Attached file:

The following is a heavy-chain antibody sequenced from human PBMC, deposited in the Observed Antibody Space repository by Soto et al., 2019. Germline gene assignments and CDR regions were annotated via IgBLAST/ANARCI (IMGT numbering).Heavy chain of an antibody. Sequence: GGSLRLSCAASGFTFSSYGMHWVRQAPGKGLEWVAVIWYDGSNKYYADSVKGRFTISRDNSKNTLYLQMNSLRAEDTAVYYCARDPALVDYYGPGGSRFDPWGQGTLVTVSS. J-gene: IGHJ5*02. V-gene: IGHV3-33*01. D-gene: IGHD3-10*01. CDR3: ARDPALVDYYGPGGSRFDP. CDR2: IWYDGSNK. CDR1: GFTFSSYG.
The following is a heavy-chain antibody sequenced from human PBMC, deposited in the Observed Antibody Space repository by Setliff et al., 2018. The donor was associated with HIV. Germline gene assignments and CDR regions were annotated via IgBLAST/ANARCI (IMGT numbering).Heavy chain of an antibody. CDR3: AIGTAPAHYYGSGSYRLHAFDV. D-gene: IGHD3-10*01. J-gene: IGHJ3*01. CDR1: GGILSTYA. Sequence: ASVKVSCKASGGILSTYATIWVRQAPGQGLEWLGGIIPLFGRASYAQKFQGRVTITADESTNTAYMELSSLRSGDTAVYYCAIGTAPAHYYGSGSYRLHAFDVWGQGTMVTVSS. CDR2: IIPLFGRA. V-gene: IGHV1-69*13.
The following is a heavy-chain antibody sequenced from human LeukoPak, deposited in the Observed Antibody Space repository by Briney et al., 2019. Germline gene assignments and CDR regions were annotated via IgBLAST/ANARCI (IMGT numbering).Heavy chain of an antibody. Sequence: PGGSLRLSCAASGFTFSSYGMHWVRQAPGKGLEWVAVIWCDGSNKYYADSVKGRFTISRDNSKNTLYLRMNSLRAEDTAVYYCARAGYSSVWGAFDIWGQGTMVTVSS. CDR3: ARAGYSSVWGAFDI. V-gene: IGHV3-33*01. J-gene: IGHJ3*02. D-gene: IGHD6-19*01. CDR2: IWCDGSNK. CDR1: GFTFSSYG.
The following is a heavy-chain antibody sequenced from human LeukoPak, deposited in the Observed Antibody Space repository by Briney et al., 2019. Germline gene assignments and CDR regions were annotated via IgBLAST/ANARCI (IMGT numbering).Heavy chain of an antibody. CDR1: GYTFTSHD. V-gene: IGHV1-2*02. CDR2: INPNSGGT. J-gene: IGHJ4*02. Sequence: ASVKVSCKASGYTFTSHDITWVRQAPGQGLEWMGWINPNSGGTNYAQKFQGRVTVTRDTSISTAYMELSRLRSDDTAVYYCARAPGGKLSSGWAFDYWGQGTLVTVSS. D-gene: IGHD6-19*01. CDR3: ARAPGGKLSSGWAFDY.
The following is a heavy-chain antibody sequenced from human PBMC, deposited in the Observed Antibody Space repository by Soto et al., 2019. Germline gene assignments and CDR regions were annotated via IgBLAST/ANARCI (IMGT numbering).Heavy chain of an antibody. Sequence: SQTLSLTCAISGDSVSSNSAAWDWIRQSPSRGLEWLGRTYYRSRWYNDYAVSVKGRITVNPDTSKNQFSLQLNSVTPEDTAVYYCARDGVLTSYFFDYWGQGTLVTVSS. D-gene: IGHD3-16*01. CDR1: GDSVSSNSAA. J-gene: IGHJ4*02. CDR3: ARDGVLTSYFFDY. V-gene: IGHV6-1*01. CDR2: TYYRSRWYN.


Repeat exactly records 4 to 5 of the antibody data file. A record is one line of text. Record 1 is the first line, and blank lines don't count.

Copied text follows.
The following is a heavy-chain antibody sequenced from human LeukoPak, deposited in the Observed Antibody Space repository by Briney et al., 2019. Germline gene assignments and CDR regions were annotated via IgBLAST/ANARCI (IMGT numbering).Heavy chain of an antibody. CDR1: GYTFTSHD. V-gene: IGHV1-2*02. CDR2: INPNSGGT. J-gene: IGHJ4*02. Sequence: ASVKVSCKASGYTFTSHDITWVRQAPGQGLEWMGWINPNSGGTNYAQKFQGRVTVTRDTSISTAYMELSRLRSDDTAVYYCARAPGGKLSSGWAFDYWGQGTLVTVSS. D-gene: IGHD6-19*01. CDR3: ARAPGGKLSSGWAFDY.
The following is a heavy-chain antibody sequenced from human PBMC, deposited in the Observed Antibody Space repository by Soto et al., 2019. Germline gene assignments and CDR regions were annotated via IgBLAST/ANARCI (IMGT numbering).Heavy chain of an antibody. Sequence: SQTLSLTCAISGDSVSSNSAAWDWIRQSPSRGLEWLGRTYYRSRWYNDYAVSVKGRITVNPDTSKNQFSLQLNSVTPEDTAVYYCARDGVLTSYFFDYWGQGTLVTVSS. D-gene: IGHD3-16*01. CDR1: GDSVSSNSAA. J-gene: IGHJ4*02. CDR3: ARDGVLTSYFFDY. V-gene: IGHV6-1*01. CDR2: TYYRSRWYN.